Three decades ago, a victim’s imperfect memory sent Larry Youngblood to prison.
DNA evidence would later clear the Tucson man of involvement with a 1983 child abduction and rape, but not before he would languish for a total of nine years behind bars.
Advocates are pointing to this case and a growing number of others to discredit the sanctity of one of the legal system’s most cherished prosecutorial tools: eyewitness testimony.
Last week, the National Academy of Sciences released a report evaluating the scientific research on memory and eyewitnesses, underlining key variables that can lead to flawed identifications.
The report recommends various best-practice procedures, including blind testing, (when the officer performing the lineup is unaware of the suspect), videotaping the procedure, developing standardized witness instructions and asking the witness to rate his or her level of confidence at the time of the lineup.
The Innocence Project, a national litigation and public-policy organization that lobbies for freedom of the wrongfully convicted, has pushed for states to uniformly adopt these techniques, to mixed results.
Ten states so far have enacted the recommendations by law, policy or court action. Arizona is not one of them, but some jurisdictions have voluntarily embraced the reforms.
Innocence Project officials have advocated presenting photos or suspects in sequential order instead of simultaneously. Supporters say research shows the method helps prevent wrongful convictions by reducing the pressure to “pick one.”
The Tucson Police Department was one of four agencies to participate in an Innocence Project and American Judicature Society field study using sequential testing. The agency adopted the method following the study’s report, said Tucson police legal adviser Lisa Judge.
“The impetus for us was doing what we could to rely on the most credible evidence available,” she said. “Certainly you can’t ignore that across the nation, there’s evidence that points to wrongful convictions based on bad IDS.”
Youngblood’s saga began in 1983, when a 10-year-old boy was kidnapped from a Pima County carnival, molested and held for more than an hour. The boy received a rape examination and told investigators his assailant was a Black man with a bad right eye.
But when police presented a photo lineup to the boy nine days later, it was Youngblood, a Black Tucson man with a disfigured left eye, who stood out. Youngblood was arrested four weeks later.
Youngblood’s chief defense in trial was that the boy had been mistaken, but a jury disagreed. He was convicted in 1985 and sentenced to 10½ years in prison. In a crucial misstep, Tucson police failed to properly store DNA evidence collected from the boy at the time, rendering it useless for emerging forensic technology.
Legal battles over Youngblood’s right to DNA would free and reincarcerate the man until more sophisticated DNA testing became available for the evidence. In 2000, Youngblood’s claims of innocence were at last scientifically validated. He was not the assailant.
Instead, the evidence led investigators to Walter Cruise, a Black man who was blind in his right eye, and serving time in a Texas prison for unrelated charges of sex assaults against children. Cruise later pleaded guilty to the Arizona crime.
Carol Wittels, Youngblood’s public defender who fought for his freedom, said the prosecution’s case hinged nearly entirely on the victim’s identification, despite conflicting evidence.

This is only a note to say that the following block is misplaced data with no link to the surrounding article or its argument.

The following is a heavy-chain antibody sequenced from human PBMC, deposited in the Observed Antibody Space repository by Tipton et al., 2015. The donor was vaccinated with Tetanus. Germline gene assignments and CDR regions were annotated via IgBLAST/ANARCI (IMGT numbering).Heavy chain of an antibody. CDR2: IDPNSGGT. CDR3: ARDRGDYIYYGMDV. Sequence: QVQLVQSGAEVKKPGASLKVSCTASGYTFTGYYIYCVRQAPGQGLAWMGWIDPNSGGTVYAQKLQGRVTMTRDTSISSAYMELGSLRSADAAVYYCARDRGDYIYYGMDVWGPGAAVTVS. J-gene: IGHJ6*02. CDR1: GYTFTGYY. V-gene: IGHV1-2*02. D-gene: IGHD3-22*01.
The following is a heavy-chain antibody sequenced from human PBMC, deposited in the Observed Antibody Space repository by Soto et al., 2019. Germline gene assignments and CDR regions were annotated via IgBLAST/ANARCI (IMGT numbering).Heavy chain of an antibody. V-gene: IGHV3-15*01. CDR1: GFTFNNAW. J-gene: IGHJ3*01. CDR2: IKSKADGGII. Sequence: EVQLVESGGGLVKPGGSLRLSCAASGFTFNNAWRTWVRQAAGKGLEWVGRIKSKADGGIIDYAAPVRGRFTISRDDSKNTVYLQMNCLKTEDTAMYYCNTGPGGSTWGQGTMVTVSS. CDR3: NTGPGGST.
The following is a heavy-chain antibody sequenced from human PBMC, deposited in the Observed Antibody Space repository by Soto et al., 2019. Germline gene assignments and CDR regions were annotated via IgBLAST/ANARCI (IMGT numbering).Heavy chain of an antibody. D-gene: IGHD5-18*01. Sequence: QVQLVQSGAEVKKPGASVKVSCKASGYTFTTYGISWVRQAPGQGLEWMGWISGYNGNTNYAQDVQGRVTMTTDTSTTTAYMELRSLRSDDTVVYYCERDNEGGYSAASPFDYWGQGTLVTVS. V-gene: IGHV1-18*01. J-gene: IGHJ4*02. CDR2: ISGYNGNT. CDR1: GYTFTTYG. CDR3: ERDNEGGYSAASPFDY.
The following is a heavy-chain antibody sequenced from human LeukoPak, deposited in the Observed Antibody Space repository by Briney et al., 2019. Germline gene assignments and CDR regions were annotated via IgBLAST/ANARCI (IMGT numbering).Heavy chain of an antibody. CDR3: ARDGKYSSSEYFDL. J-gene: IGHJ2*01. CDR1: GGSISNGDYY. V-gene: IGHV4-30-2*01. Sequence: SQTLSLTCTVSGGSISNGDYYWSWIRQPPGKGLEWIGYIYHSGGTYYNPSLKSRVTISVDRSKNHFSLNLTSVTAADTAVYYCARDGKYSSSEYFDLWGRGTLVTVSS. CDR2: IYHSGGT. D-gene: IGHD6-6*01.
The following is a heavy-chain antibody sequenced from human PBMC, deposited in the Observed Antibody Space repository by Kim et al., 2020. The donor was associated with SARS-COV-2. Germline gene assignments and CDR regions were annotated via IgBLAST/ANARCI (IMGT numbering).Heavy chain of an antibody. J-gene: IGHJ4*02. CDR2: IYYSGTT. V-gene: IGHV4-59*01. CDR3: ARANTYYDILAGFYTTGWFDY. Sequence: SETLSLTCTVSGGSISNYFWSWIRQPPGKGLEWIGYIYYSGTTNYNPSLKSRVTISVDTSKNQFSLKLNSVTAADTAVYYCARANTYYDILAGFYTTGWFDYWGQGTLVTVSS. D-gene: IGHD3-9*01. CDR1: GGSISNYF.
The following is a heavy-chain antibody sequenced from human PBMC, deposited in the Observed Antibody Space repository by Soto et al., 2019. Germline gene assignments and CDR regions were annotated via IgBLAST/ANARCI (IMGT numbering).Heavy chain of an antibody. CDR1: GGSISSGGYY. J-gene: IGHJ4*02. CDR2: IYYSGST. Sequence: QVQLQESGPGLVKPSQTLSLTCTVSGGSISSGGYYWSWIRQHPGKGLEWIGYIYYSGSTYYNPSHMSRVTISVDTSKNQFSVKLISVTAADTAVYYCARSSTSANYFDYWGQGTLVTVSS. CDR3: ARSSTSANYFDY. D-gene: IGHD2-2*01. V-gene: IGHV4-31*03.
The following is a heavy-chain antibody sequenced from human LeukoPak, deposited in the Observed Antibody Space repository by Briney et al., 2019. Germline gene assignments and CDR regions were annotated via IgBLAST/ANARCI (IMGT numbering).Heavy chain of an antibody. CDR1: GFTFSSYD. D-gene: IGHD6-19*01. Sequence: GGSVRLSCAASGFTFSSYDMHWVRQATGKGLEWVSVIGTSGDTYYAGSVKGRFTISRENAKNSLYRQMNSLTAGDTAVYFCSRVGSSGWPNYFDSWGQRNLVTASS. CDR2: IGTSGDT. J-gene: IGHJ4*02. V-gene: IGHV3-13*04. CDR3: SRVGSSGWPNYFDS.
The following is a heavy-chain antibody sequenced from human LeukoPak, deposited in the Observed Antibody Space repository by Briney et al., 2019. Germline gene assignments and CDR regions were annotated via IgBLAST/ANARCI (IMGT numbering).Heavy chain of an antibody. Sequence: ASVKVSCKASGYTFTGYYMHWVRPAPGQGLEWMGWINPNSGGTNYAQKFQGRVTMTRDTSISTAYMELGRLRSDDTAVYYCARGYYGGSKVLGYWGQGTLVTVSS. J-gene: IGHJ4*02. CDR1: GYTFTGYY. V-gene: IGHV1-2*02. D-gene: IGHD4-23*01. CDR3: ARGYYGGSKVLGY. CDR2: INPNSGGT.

Several people vouched for Youngblood’s alibi — that he was baking lemon meringue pies at the time of the abduction, Wittels said.
The victim had also noted there were tufts of gray in his assailant’s hair, while a hair expert testified that Youngblood’s black locks had never been dyed.
“Larry’s case always haunted me — he was such a sweetie,” she said. “I knew he was innocent.”
Eyewitness misidentifications have contributed to 72 percent of the 318 convictions that were later overturned by DNA evidence, according to the Innocence Project.
The true perpetrators were later identified in 39 percent of those cases, but were free to commit 98 additional violent crimes while the innocent were locked up, the organization says.
Experts say most of the mistaken eyewitnesses aren’t intentionally lying. While no single factor shoulders the blame for the human error, researchers say police practices often fall short on their efforts to ensure accurate eyewitness identification.
“(I)nsufficient training, the absence of standard operating procedures and the continuing presence of actions and statements at the crime scene and elsewhere may intentionally or unintentionally influence eyewitness identifications,” the report states.
Scientists have long understood memory to be malleable by time and outside variables, but advocates say jurors still place too much trust on the brain’s accuracy.
Amshula Jayaram, a state policy advocate for the Innocence Project, explains the recommended reforms as a cost-benefit analysis.
Defenders are getting trained on how to litigate using current sciences, she said, and officers using best practices are also protecting themselves from accusations of wrongdoing during an unreliable process.
“These practices are designed to improve accuracy, but you’ll never have 100 percent accurate eyewitness identifications,” she said. “Memory is fundamentally fallible.”
Maricopa County Attorney Bill Montgomery said today it would be a rare case that rises or falls on the basis of an eyewitness alone without any other evidence.
Montgomery and Innocence Project officials have disagreed on the subject of sequential versus simultaneous eyewitness identification testing.
Montgomery said he has resisted the reform because scientific evidence has not backed up the claim that the sequential method is preferable. He pointed to a recent case in which a Pennsylvania man’s murder charges were dropped after a mistaken sequential identification.